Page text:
During the Green Idea Café on 17 June 2019 in the Scheltema, residents heard more about the new citizen science project aimed at investigating plastic in the canals of Leiden. Together with the team they also brainstormed about various aspects of the project, such as the research questions and the method, which yielded many interesting ideas.
Several team members are working together in the research that resulted from a call for questions among residents and scientists. For example, ecotoxicologist Martina Vijver of the Centre for Environmental Sciences (CML) talked about the plastic problem. Although plastic has many advantages, it is also difficult to recycle and only 5 to 9 per cent is actually recycled. The rest is burned, releasing harmful substances or ends up in the environment where it hardly degrades, Vijver emphasized.
We know how the plastic ends up in the water and eventually in the sea, but mainly from models according to Anna Schwarz, researcher circular economics at TNO. To verify these models we need data about the actual transport, how much is where and how is this influenced by certain events such as the 3 October festival, the market and the weather. In order to get a picture of plastic transport in the water in the Leiden region, residents and researchers can collect data together with the app CrowdWater. Tim van Emmerik, hydrologist at Wageningen University, explained why the app was created and how it works.
The project wants to link up with existing initiatives, as a lot is already happening in the field of plastic pollution. For example, Liselotte Rambonnet, project manager Citizen Science Lab, shared a dozen local initiatives such as 'Grondstofjutters' where beach visitors can receive a cup of coffee in exchange for plastic waste they collected from the beach, and the Great Bubble Barrier, an initiative to capture plastics from the water. And not only people, but also animals help to collect waste from the environment. Including the coot, the study object of master student biology Auke-Florian Hiemstra. Hiemstra is curious about the relationship between the natural and plastic material and whether the coots might have a preference. Possibly the waste is also a good indication for the pollution in the vicinity of the nest. In this way, you might be able to find out the source of the waste, like the biscuit packaging from a terrace near a nest.
During the second part of the evening, visitors brainstormed about different aspects of the project together with the team members.
Plastic in sediment
The first session with Vijver dealt with other relevant questions about plastic in the Leiden region. Although not all of them can be dealt with within this project, they may also be questions that can be studied in a follow-up project. This yielded several interesting questions such as: how much plastic is in the bottom of the ditch and does it differ per sediment such as sand and clay and what is the most effective way to reduce plastic waste for households and businesses? People could also try out the CrowdWater app and share feedback. During this pilot, a total of thirteen pieces of plastic were observed at a distance of ten metres near the Oude Vest. Naming the type of plastic proved to be difficult, and also estimating the distance. In addition to this, there was no option to indicate that the plastic had been removed from the environment. These remarks will be taken into account as much as possible in future updates.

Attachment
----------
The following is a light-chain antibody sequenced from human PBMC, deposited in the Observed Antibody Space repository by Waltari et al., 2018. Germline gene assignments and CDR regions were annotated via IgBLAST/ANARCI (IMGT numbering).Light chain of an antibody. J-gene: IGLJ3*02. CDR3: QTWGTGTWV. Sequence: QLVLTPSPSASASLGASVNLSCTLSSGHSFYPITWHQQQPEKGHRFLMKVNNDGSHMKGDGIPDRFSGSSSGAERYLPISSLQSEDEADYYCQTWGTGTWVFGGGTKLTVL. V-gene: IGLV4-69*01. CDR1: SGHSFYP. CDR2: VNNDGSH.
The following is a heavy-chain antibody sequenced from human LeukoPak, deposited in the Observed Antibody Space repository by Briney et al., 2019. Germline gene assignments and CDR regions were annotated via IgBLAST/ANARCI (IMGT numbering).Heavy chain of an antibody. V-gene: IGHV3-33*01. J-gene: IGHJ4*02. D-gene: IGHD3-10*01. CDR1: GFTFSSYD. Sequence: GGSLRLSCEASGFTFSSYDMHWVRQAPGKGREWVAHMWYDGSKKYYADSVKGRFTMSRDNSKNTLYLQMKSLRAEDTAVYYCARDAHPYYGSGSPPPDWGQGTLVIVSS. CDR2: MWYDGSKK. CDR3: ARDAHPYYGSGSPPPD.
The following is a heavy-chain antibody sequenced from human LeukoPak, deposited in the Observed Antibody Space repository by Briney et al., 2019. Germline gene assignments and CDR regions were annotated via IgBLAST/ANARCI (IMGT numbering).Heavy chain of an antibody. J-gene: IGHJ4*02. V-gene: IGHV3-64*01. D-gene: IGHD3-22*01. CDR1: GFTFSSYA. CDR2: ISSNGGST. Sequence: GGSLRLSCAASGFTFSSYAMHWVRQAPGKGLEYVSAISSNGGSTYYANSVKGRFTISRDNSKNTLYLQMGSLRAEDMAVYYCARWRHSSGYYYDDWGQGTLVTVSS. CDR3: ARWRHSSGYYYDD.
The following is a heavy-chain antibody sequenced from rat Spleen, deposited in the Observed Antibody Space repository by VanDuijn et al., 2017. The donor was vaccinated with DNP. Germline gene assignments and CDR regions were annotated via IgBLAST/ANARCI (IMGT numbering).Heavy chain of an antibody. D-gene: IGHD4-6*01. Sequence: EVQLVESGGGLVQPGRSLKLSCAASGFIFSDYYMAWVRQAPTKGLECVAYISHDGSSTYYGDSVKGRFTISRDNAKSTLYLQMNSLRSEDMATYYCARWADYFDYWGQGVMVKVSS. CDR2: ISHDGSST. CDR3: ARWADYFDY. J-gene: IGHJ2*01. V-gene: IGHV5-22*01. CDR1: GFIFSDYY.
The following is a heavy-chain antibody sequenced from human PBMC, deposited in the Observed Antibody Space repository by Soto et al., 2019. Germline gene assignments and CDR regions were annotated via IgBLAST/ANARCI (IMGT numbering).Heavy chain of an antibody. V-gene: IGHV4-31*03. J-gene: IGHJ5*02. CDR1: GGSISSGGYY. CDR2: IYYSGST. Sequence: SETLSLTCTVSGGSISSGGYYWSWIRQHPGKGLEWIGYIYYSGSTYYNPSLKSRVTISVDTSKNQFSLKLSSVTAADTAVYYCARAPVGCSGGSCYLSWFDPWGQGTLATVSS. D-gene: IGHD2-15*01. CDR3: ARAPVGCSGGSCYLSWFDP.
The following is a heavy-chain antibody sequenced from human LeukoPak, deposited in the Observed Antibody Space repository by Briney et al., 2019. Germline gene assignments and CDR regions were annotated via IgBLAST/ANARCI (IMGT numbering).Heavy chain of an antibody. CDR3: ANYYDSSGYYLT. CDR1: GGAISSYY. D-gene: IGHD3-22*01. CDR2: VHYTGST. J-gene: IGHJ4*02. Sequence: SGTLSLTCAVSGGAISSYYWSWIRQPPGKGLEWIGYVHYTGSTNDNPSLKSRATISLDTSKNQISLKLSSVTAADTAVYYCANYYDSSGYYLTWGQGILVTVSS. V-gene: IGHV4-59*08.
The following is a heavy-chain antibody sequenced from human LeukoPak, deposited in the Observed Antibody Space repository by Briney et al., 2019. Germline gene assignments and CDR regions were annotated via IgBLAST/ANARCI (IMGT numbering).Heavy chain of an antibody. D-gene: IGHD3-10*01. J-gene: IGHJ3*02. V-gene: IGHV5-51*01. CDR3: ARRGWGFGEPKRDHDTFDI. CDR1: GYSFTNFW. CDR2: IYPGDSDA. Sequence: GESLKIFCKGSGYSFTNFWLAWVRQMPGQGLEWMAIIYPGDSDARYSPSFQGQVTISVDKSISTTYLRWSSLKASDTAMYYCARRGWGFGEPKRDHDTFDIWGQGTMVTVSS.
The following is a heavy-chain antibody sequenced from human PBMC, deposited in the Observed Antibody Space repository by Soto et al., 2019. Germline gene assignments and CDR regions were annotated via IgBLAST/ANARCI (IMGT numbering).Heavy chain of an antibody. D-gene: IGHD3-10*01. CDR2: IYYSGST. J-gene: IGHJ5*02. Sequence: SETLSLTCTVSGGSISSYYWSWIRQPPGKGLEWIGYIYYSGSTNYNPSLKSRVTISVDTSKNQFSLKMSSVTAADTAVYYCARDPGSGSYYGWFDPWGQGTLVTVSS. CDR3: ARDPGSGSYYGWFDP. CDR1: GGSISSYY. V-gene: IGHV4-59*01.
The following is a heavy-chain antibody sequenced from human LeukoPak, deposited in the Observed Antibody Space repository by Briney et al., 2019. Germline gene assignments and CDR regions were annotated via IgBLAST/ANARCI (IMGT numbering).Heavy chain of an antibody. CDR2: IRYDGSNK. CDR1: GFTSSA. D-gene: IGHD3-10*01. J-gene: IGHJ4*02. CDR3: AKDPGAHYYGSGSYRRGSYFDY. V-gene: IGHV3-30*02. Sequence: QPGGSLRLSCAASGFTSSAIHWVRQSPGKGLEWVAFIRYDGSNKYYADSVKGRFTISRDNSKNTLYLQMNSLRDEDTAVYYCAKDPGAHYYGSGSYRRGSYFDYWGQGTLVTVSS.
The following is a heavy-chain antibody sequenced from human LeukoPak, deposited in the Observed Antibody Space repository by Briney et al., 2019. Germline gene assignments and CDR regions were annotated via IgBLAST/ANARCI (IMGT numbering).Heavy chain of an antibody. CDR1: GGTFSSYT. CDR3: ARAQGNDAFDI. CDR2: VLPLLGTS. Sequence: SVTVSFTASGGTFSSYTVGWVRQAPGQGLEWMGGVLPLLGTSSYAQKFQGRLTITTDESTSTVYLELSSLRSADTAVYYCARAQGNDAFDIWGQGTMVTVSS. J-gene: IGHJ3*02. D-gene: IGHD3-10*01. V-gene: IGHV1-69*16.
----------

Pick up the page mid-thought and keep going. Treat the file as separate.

Visitors also brainstormed with researcher Anne Land-Zandstra of the Citizen Science Lab about which target groups can be reached with this project. These are target groups such as: (residential) boat owners, fishermen, primary school children, residents around the canals and dog owners. In addition, a very important target group is the already active litter collectors. It is useful to connect with this group of active volunteers and to indicate that collecting data is really necessary to tackle the problem at the source. And although children are an important target group, the app may still be too difficult for them at the moment, just as it is for illiterate people. Regarding ways to reach the target groups, ideas were shared with project leader Matthijs Begheyn of the Citizen Science Lab. For example, the litter collectors can be reached via neighbourhood associations and fishermen and dog owners via signs at the canal.
The aim of this project is not only to obtain new knowledge for science and to publish results but also to create awareness about the importance of science for the future of our society.